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A bride and groom couple go through a ritual during a mass marriage ceremony in Karachi, Pakistan, January 24, 2016. REUTERS/Akhtar Soomro

A bride and groom couple go through a ritual during a mass marriage ceremony in Karachi, Pakistan, January 24, 2016. REUTERS/Akhtar Soomro

A bride and groom couple go through a ritual during a mass marriage ceremony in Karachi, Pakistan, January 24, 2016. REUTERS/Akhtar Soomro

By Syed Raza Hassan


KARACHI, Pakistan(Reuters) – Pakistan’s southern province of Sindh on Monday became the country’s first region to give its small Hindu minority the right to register their marriages officially.

Non-Muslims make up only about three percent of the 190 million population of Pakistan, which was founded as a haven for the sub-continent’s Muslims on independence from the British in 1947 with a promise of religious freedom to minorities.

But Hindus have had no legal mechanism to register their marriages. Christians, the other main religious minority, have a British law dating back to 1870 regulating their marriages.

“The objective of this bill is to provide a formal process of registration of marriage for Hindus,” said the bill passed by the legislature in Sindh, where most of Pakistan’s Hindus live.

The law can be applied retroactively to existing marriages.

Without the law, Hindus say their women were easy targets for rape or forced marriage and faced problems in proving the legitimacy of their relationships before the law. Widows have been particularly disadvantaged.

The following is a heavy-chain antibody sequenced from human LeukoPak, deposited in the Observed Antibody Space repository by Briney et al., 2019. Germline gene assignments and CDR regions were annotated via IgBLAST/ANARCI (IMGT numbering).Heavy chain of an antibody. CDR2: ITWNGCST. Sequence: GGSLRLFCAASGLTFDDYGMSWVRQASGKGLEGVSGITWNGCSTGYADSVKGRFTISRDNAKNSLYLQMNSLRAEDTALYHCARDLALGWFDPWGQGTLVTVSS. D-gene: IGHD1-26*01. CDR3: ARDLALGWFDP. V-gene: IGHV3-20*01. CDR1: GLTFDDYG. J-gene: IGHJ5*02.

Pakistan’s Hindus and other minorities have faced a surge of violence in recent years as militant Islamists attack groups that do not share their strict interpretation of Islam.

All of Pakistan’s minorities – Hindus, Christians, Ahmadis and even Shi’ite Muslims – say they feel the state fails to protect them and sometimes even tolerates violence against them.

Many complain the problem has become worse since Prime Minister Nawaz Sharif won an election in 2013. Sharif has close ties with Saudi Arabia, whose brand of conservative Wahhabi Islam is preached by many of the people who denounce minorities.

The U.S. Commission on Religious Freedom said in a recent report that conditions in Pakistan had “hit an all-time low” and governments had failed to adequately protect minorities and arrest those who attack or discriminate against them.

But many see the passage of the bill as a ray of hope.

“Now after the passage of this bill in the Sindh assembly, after 70 years, Hindus will also have a marriage certificate just like Muslims do,” said Shahnaz Sheedi, the coordinator for South Asia Partnership Pakistan, a civil rights movement.

“We hope that bill will be soon adopted at the national level,” she said. The National Assembly in Islamabad has been considering such a bill it is still in committee.

(Editing by Mehreen Zahra-Malik; Editing by Tom Heneghan)


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